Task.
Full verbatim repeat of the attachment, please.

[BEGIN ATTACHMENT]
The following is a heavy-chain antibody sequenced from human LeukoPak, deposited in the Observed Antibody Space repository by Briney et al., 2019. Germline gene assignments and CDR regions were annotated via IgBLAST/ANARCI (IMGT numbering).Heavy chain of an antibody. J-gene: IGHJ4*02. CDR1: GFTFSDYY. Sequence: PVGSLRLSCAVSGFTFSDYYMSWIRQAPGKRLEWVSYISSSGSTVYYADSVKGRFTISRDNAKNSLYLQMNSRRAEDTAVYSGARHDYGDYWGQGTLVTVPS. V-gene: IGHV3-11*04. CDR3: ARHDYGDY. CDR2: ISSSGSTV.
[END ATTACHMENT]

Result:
The following is a heavy-chain antibody sequenced from human LeukoPak, deposited in the Observed Antibody Space repository by Briney et al., 2019. Germline gene assignments and CDR regions were annotated via IgBLAST/ANARCI (IMGT numbering).Heavy chain of an antibody. J-gene: IGHJ4*02. CDR1: GFTFSDYY. Sequence: PVGSLRLSCAVSGFTFSDYYMSWIRQAPGKRLEWVSYISSSGSTVYYADSVKGRFTISRDNAKNSLYLQMNSRRAEDTAVYSGARHDYGDYWGQGTLVTVPS. V-gene: IGHV3-11*04. CDR3: ARHDYGDY. CDR2: ISSSGSTV.